SMEs Face £10bn Hidden Tax Burden

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TaxThe UK tax system is costing businesses up to £10bn in hidden costs a year, with SMEs bearing the majority of this burden, according to new research by the Association of Accounting Technicians (AAT).

The research found  that small and medium size businesses currently spend approximately £9.9bn each year on tax compliance, compared to the £100m that larger firms pay.

Both AAT members and the businesses surveyed agreed that the number one effect of the UK tax system on SMEs is that it makes life harder for small businesses to grow due to them having fewer resources to deal with the burden.

Tax compliance

On average SMEs spend £4,376 in tax compliance costs, just under half of what large businesses pay on average. However, while the average tax burden for SMEs is lower, the vast majority of these enterprises have no more than four employees compared to the 250+ employees found in large businesses. This means that despite a lower headline cost proportionately the impact is much higher on SMEs.

This can also be clearly seen in the amount of time per week businesses spend on tax compliance. The average SME spends up to two hours per week compared to the six hours of an average large business. While the SME total is three times less, the cost to the business itself, is proportionately higher due to their lower head count.

Seven out of 10 SMEs said that far too much time is required to deal with tax issues. The same number also stated that the UK tax system is too complicated. This finding was echoed in a study AAT carried out amongst its accounting and finance members. Eight out of ten of these experts stated that they thought the system is too complicated.

UK tax system effects

Businesses’ view of the current tax system are that it creates an uneven playing field between larger and smaller enterprises, making it harder for SMEs to compete in the global market place. Additionally, the tax-compliance burden on SMEs also affects the UK’s economic growth. A third of SMEs believed that the money spent on tax compliance would be better spent on sales and marketing to enable them to grow their businesses.

Mark Farrar, AAT, Chief Executive, said:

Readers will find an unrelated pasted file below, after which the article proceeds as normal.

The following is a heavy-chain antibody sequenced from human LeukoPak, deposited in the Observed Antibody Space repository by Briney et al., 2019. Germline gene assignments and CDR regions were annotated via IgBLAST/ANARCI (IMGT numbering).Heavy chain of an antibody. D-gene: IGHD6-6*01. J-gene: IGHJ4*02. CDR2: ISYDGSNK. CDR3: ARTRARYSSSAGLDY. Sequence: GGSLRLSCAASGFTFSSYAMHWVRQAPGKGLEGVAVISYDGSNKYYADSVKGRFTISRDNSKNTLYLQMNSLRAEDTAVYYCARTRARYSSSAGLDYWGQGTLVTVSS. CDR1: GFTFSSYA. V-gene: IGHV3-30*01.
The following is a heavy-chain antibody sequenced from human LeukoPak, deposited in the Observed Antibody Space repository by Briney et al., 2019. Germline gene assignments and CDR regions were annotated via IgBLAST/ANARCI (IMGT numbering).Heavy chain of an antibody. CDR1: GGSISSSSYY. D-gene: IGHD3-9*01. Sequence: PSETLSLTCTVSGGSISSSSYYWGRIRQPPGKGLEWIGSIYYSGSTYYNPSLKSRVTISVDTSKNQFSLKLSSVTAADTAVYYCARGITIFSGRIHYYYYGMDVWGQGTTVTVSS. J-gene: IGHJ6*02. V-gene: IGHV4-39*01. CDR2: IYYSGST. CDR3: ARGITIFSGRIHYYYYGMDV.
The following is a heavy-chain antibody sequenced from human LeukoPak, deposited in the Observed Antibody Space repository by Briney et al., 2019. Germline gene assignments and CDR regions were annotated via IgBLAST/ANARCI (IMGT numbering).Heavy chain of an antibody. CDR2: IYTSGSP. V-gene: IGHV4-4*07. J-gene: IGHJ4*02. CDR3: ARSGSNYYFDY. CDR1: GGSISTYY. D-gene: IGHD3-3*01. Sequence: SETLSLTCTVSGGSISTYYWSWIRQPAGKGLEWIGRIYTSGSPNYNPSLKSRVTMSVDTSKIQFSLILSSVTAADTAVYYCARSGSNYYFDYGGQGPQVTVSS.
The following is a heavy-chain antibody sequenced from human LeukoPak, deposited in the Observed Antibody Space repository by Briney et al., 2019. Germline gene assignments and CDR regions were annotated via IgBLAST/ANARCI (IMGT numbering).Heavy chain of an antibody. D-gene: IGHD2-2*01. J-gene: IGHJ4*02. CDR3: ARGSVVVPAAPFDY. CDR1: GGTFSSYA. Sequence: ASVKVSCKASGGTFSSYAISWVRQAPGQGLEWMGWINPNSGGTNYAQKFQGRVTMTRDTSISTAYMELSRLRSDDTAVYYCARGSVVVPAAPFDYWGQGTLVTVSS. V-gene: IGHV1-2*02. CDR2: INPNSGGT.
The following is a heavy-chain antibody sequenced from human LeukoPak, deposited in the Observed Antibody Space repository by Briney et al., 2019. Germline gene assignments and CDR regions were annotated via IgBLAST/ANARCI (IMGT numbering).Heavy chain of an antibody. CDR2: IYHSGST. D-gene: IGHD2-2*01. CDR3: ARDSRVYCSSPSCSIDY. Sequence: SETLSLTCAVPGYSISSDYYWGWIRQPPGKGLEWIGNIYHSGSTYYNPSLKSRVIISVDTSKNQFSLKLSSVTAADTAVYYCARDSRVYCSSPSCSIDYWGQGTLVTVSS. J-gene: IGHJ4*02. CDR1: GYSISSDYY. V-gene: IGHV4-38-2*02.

“SMEs are the backbone of British businesses but some are being weakened by a hidden £10bn tax burden. It is a strong indicator of just how hard dealing with tax can be when 80% of our members, experts at navigating through the intricacies of tax compliance, state that the UK tax system is too complicated. Making the tax system simpler could help to lift this extraordinary weight, diminishing the costs that SMEs face. This would give SMEs the space they need to invest in growing their business and hiring more staff – a vital component for the UK’s economic recovery.”

AAT members felt that the tax areas in need of simplification most are, in order,  tax relief, capital gains, VAT, corporation tax and income tax.

AAT’s recommendations for simplifying the UK tax system to help stimulate SMEs growth are:

  • Combine income tax and national insurance, making it simpler for businesses and individuals to understand their tax affairs
  • Streamline tax bands and thresholds
  • HMRC to provide clearer information with signposting to make it easier to navigate for business and individual customers
  • Make rules clearer by reducing the number of reliefs and rules; consistency would make it easier and less open to exploitation

Brian Palmer, AAT Tax Policy Advisor said:

“All political parties have identified small businesses as key to fuelling the UK’s economic growth. However, the tax system needs to be straightforward to make this possible. A simpler system would allow more people to file their own returns, taking control of their own tax planning and diminish the significant cost some, particularly micro and small businesses, encounter. It would also limit the various different interpretations that can lead to loophole tax evasion schemes. This will enable the UK to take the lead in having a simpler and more business-friendly tax system.”

Source: AAT press release, 28/01/2015